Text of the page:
Finnegan hooked an arm over the top of his windshield, wiped away the dust with frantic strokes of his sleeve. A slight improvement, but he was barrelling at ninety kph over rocky desert terrain. Even a slight headwind would throw enough sand to blot his vision again in seconds, and tonight was a gusty bitch. Should have been a breeze, sure as shit wasn’t. About as far from one as he’d ever experienced, in fact, because every single thing about this operation had gone south, except one.
He’d escaped with the merchandise.
Alone. Pursued. Thousands of miles from safety. But at least he had the Fleece.
A blizzard of tiny rocks pelted the windshield; dust and sand quickly coated it. An old hoverbike like Bess wasn’t much use at high speeds at night without her automapping, and the laser incision had cut right through her appendix cell, disabling her shield wipers too. Finnegan was driving blind.
Hell with this. He drew his 8-yield Shelby pulse cannon from his leg holster, veered Bess to one side and blasted the windshield off into the wind. It took two shots. Then, as he watched his pursuers’ rose-coloured searchlights feel across the desert for his caboose in the rearview, he gripped the handlebars with one hand and leaned back. Touched the large pillion bag. It fluttered, and he heard a smothered grunt from inside.
Good. The condor was still there. Still alive. He would do anything to make sure it lived through this. In the midst of this whole rad-suck operation, the condor was the only one who’d shown any kind of class. A genetically modified monster, maybe, but this bird had swooped out of its mangled cage like an avenging angel to rip Finnegan’s enemies to shreds just as they’d been getting the upper hand in the firefight. Why? It was a super smart flocker, yeah, a GenMod, but it had never seen him before tonight. And for its troubles it had suffered severe laser scarring to its right wing, so it could no longer fly.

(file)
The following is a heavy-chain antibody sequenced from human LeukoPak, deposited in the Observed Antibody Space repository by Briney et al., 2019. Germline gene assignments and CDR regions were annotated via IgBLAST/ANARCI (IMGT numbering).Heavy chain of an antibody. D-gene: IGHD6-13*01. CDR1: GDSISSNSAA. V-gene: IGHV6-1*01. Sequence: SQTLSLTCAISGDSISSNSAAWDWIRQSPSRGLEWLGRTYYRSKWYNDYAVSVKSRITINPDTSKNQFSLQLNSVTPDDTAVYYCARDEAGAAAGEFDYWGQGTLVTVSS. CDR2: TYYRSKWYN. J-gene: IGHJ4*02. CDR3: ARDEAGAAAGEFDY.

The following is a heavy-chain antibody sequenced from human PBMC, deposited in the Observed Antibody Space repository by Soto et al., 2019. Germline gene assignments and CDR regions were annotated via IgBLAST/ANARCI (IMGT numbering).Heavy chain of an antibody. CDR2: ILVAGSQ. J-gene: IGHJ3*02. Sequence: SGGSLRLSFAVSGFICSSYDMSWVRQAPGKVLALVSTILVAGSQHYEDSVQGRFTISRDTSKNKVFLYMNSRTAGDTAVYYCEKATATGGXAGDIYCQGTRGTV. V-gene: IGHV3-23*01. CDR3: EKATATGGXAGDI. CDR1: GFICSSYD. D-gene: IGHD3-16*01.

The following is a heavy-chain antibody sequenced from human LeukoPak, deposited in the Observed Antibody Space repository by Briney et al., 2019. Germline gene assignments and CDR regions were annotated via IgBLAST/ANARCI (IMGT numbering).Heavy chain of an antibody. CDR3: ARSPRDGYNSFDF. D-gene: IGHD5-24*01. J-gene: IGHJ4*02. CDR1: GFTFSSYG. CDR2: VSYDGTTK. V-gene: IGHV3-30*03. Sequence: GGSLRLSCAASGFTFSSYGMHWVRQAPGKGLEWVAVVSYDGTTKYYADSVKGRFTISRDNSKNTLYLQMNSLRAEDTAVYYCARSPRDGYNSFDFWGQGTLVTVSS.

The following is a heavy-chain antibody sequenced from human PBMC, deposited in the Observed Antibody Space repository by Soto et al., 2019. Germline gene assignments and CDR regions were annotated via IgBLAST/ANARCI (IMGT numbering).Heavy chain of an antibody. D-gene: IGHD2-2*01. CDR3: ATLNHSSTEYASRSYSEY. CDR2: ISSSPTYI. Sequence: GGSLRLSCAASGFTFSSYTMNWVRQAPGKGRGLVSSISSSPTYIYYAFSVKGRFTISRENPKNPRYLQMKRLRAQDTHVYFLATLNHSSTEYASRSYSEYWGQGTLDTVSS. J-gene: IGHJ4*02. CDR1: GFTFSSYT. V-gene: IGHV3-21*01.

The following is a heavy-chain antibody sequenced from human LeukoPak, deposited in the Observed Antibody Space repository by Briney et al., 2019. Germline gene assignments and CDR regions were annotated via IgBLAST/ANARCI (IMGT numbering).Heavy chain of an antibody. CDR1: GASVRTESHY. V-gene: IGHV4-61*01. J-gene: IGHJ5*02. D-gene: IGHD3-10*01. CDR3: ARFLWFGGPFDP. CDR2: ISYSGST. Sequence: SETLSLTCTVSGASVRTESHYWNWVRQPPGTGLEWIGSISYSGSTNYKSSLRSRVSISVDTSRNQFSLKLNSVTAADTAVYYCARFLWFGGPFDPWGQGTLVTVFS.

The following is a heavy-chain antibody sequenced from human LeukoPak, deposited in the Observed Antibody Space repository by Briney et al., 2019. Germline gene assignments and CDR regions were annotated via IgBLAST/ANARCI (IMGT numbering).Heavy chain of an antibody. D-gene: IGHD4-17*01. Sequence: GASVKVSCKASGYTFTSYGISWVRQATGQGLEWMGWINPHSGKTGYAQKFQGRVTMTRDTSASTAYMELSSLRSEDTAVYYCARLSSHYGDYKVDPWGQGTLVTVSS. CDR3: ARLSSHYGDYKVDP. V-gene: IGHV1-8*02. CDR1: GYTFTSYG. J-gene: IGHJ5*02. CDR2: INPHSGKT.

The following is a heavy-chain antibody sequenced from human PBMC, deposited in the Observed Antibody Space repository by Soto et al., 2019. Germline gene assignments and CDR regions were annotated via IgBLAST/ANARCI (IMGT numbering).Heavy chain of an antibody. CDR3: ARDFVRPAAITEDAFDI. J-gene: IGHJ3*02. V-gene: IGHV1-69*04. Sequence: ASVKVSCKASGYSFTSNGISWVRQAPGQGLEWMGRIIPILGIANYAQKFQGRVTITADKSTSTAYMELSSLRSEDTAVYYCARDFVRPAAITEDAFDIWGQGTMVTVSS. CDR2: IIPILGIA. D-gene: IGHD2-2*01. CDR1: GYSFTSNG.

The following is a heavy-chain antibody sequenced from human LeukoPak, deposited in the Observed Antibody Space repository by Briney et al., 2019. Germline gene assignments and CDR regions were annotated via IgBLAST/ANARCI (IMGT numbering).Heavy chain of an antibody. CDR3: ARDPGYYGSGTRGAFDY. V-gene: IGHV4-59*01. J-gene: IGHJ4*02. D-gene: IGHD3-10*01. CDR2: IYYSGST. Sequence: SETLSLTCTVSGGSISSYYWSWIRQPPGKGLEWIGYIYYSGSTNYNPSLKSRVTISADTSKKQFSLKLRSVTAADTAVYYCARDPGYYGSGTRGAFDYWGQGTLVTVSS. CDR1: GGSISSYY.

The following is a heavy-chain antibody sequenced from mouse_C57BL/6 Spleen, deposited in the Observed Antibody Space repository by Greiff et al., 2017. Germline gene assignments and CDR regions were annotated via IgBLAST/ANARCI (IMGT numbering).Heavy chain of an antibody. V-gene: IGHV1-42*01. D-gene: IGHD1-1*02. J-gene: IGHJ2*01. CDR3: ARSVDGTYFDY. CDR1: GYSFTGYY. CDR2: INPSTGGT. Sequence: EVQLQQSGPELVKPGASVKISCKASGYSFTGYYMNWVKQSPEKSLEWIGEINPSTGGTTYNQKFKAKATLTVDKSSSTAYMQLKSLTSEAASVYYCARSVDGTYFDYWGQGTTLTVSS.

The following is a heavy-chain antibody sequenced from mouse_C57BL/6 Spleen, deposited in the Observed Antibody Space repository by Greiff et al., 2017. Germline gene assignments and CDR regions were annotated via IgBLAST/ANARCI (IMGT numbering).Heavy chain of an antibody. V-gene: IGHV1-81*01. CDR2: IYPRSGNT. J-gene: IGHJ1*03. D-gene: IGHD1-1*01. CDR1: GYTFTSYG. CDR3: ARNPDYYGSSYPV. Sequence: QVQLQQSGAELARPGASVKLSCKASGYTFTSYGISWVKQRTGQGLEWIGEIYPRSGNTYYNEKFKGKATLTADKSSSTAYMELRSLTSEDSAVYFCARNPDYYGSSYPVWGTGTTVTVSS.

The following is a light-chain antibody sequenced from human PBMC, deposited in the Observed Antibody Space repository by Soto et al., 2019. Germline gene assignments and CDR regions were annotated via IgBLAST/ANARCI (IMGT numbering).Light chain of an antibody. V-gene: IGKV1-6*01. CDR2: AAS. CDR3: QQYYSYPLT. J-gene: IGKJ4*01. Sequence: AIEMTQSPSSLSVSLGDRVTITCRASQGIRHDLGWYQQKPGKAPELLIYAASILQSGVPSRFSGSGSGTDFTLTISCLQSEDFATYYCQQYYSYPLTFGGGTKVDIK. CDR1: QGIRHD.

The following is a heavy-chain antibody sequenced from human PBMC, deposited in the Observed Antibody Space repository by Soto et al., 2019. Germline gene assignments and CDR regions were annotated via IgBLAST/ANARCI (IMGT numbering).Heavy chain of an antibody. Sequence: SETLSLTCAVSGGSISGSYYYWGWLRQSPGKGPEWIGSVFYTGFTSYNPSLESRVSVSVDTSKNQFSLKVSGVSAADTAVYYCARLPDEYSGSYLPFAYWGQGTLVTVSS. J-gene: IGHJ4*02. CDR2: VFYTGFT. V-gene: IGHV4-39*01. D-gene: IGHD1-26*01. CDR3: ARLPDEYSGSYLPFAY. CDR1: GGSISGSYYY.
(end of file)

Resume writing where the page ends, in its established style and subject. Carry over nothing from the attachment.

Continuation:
A strange intervention. Damned if he could figure it out. But the bird had earned this chance to survive. It might never fly again, but as far and as long as he could last, Finnegan would look after the poor brave fella.
No sooner had he resumed his upright position when a blinding flash of orange rain from a clear sky made him jump. Much more than a simple hallucination or some superimposed fantasy brought on by tiredness, the orange rain was vivid, ferocious, and real. He almost swerved, but gained control just in time. Took several deep breaths to calm himself. Goddamn, he could’ve sworn that shit was real. Orange? What the hell? He checked the sky, just to be sure.
Moonlight, starlight, the roving pinprick twinkles of orbiting satellites.
He adjusted his goggles. Upturned the collar of his duster to cover his mouth. Limbered up in his seat, trying hard not to try too hard at predicting the road ahead. Take what comes as it comes. He lengthened Bess’s headbeam, though, just in case. The last thing he wanted was to barrel nosefirst into one of those statues mounted on rock pedestals some ancient alien civilization had built along a precise line of longitude. There weren’t that many, one every twelve-point-three miles—he’d measured on his way in to the Core—but they could easily sneak up on someone fuming this kind of speed at night. And anyway, this was all alien terrain, formerly a shallow lake; who knew what surprises waited for him in these wastelands. Or rather, what other surprises, because Malesseur’s bullshit intel was a tough fucking act to follow.